Here twitter, twitter, twitter
April 22, 2009 7:53 AM   Subscribe

How can I make new friends on Twitter?

I joined Twitter about a year ago and have been sporadically using it from time to time....It took me a while to get the gist of it but now I find it amazing to keep in touch with friends and I love it. This is my question:

Is it possible in your opinion to make meaningful, friendships or at least networking connections with the site?

I am not interested in having 1,000 people following me nor I want to follow a 1,000 but I would like the possibility of meeting new folks outside of my circle, who either share the same interests I have (in my case that would be music/songwriting/fitness) or are just plain interesting. (also I am not looking to hook up, platonic friendships that are "real" are fine with me)

I started following some folks who I thought would be cool to follow and have started some conversations but sometimes I feel weird about the fact that I am jumping on somebody's tweets while being an unknown. So tell me MEFI, have you ever met new people by using twitter? and if so, what is the best way to go about doing so?
posted by The1andonly to Human Relations (16 answers total) 10 users marked this as a favorite
Like a lot of social networks, I think that one good approach is to kinda radiate outward from people you already know.
posted by box at 7:58 AM on April 22, 2009

The main way I find new people on twitter is via @replies from other people I already follow. I look at their tweets, and if they're interesting I follow, and a month or so later I have a deeper understanding of them. None have turned into real friendships, but I have found some interesting blogs and rediscovered old friends this way.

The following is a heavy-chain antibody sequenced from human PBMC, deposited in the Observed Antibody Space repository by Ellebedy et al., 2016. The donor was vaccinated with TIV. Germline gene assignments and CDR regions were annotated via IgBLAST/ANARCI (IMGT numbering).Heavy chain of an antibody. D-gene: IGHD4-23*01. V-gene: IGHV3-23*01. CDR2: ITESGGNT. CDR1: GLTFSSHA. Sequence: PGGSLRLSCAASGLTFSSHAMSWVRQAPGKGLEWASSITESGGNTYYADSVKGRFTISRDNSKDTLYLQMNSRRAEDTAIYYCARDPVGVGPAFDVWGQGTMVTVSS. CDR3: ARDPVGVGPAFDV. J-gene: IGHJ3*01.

posted by Nelson at 8:04 AM on April 22, 2009

Encourage your friends to retweet if you tweet something they think i s cool. Reciprocate. Search for topics that interest you using hash tags. For example, if I posted some big video game news I might append "#videogames" to my tweet (no quotes.) Then others can search for all tweets with "#videogames" and yours will come up. So, do this and reply back to others' tweets if you find them interesting. Don't worry about seeming weird, everyone likes to know someone is listening.

Also, and this is weird, but if you find that bots are following you and the bots are in an area you're interested in, don't delete them. I often get my tweets about Google Android retweeted by the AndroidBot (or whatever its name is. This usually results in a couple replies. My general rule is, if we have more than three @ responses, I'll add them as a friend.

Good luck! (Oh, and @ericearl)
posted by InsanePenguin at 8:08 AM on April 22, 2009

Don't be afraid to follow people or reply to people. If they didn't want that, they would have made their account private. And if they REALLY don't like it, they are free to block you.

Ask questions, and answer questions if you have an answer.

Twitter doesn't allow for in-depth conversation, but it is good for making connections.
posted by kidbritish at 8:09 AM on April 22, 2009

You could use Monitter, it allows you to search terms your interested, within specified ranges.

So if you were interested in baseball, and the NY Mets, you could search for both within 5 miles of you...

Then follow the people that interest you, and discuss.